2 minutes reading time
Marijuana is not a gateway drug, if anything alcohol is
It's our legal drug of choice that is at the beginning of the chain
Because if we're to, as Obama put it
, "follow the science not the ideology" with regards to marijuana and have some hope of getting it decriminalised/legalised on a wider scale in the world, we must continue to dispel the myths surrounding it.
A chief one, regurgitated time and time again, is that weed is a 'gateway drug', a slippery slope to more damaging drugs. But is this really the case?
Data from the US's 2012 National Survey on Drug Use and Health
shows that 60% of cannabis users go on to try other drugs. That might seem to prove that yes, it is, except that 88% of drug users started with alcohol
As The Atlantic notes, half of drinkers don't go further than alcohol, compared to 40% of marijuana users, but alcohol use tends to precede marijuana use and is at the head of the chain.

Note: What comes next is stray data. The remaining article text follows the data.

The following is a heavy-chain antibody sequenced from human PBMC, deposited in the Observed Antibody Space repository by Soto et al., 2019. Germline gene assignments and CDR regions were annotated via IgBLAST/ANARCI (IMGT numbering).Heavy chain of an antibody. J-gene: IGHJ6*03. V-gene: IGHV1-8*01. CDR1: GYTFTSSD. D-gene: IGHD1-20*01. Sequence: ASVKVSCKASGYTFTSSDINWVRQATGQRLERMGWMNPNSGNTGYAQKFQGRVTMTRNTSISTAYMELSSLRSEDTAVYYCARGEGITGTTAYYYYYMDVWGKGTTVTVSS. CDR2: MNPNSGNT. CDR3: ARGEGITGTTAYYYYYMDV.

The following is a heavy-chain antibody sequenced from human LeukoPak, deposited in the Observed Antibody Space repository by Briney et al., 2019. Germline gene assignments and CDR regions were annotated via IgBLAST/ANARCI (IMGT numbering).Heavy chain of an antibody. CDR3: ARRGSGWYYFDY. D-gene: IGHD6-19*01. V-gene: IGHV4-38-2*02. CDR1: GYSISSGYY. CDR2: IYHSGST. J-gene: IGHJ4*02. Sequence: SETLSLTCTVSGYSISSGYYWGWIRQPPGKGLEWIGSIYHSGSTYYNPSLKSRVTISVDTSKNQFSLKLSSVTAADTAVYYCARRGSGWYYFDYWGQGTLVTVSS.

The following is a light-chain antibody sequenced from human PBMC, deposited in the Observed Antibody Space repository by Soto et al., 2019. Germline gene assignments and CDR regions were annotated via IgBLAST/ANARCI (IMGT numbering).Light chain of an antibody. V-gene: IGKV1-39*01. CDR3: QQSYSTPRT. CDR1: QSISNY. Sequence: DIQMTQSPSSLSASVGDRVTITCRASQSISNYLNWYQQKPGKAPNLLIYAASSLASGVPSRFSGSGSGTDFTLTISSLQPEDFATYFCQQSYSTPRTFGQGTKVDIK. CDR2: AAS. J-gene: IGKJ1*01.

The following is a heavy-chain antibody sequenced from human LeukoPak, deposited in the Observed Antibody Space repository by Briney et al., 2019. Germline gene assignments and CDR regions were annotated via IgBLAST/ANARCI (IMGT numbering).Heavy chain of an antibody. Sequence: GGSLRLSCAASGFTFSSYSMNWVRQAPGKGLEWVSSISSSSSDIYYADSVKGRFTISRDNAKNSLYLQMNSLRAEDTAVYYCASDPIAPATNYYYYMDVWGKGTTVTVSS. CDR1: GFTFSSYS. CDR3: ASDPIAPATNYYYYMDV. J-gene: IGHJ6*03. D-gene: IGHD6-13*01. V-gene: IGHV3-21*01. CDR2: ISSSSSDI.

In other words, yes, marijuana is to an extent a 'gateway' drug (if it feels nice, you're probably going to try others) but no more so than alcohol, which is the real catalyst for people trying new psychoactive substances – a drug that is completely legal.
It makes graphics churned out like this look pretty dumb:
What happens if marijuana is legalized? pic.twitter.com/cLc0nsQCcr
— DrugFreeAmerica (@DrugFreeAmerica) February 5, 2014
'Gateway' is a problematic word too, as marijuana use (incidentally, 114 times less deadly than alcohol) is not a tipping point but simply part of a process, analogous to progressing from a starter to a main.
As The Atlantic
put it: "Marijuana isn't a 'gateway' to harder drugs in the same way that ordering an appetizer isn't a 'gateway' to an entree: One comes before the other, but you're eating both because you're already at the restaurant."
Studies into the gateway hypothesis are lacking, but another crucial element is marijuana's illegality. Make it illegal and people are more likely to try other illegal substances, make it legal and people are more likely to make a distinction between it and harder, more addictive drugs.